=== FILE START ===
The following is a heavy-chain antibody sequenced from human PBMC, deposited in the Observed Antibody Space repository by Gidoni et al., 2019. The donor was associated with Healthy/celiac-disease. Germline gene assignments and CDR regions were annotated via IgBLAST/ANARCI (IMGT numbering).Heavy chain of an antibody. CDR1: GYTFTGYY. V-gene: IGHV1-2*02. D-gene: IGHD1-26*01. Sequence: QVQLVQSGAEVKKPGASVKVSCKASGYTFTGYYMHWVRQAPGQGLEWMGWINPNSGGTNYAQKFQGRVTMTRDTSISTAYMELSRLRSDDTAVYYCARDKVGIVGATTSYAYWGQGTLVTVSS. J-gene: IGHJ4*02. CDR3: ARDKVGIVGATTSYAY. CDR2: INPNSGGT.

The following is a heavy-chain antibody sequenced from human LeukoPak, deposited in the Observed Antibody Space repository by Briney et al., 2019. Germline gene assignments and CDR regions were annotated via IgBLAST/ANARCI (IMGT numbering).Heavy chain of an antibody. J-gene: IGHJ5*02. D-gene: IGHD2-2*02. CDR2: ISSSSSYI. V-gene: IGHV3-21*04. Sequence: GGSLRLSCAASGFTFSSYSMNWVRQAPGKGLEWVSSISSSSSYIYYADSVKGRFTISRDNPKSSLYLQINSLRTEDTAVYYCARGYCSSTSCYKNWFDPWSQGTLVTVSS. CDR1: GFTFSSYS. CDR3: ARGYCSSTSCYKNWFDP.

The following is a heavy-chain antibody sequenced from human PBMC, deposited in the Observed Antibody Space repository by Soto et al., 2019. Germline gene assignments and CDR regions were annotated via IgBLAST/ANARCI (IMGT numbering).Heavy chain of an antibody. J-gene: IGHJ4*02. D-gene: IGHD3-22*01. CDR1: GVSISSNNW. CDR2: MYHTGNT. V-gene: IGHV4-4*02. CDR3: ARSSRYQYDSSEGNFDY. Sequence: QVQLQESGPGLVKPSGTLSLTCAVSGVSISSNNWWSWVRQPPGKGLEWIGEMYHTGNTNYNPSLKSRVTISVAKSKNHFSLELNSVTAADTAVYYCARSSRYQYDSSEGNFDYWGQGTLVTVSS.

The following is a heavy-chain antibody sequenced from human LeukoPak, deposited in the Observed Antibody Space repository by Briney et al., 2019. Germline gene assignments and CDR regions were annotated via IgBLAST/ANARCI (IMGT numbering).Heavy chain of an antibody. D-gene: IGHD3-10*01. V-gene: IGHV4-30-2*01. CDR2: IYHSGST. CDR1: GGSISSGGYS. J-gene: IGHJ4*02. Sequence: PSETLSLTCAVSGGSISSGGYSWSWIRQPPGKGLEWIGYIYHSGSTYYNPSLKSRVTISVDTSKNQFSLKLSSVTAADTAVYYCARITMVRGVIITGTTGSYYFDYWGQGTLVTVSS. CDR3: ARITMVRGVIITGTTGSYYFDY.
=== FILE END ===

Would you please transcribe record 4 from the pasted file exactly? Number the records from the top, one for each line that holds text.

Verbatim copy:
The following is a heavy-chain antibody sequenced from human LeukoPak, deposited in the Observed Antibody Space repository by Briney et al., 2019. Germline gene assignments and CDR regions were annotated via IgBLAST/ANARCI (IMGT numbering).Heavy chain of an antibody. D-gene: IGHD3-10*01. V-gene: IGHV4-30-2*01. CDR2: IYHSGST. CDR1: GGSISSGGYS. J-gene: IGHJ4*02. Sequence: PSETLSLTCAVSGGSISSGGYSWSWIRQPPGKGLEWIGYIYHSGSTYYNPSLKSRVTISVDTSKNQFSLKLSSVTAADTAVYYCARITMVRGVIITGTTGSYYFDYWGQGTLVTVSS. CDR3: ARITMVRGVIITGTTGSYYFDY.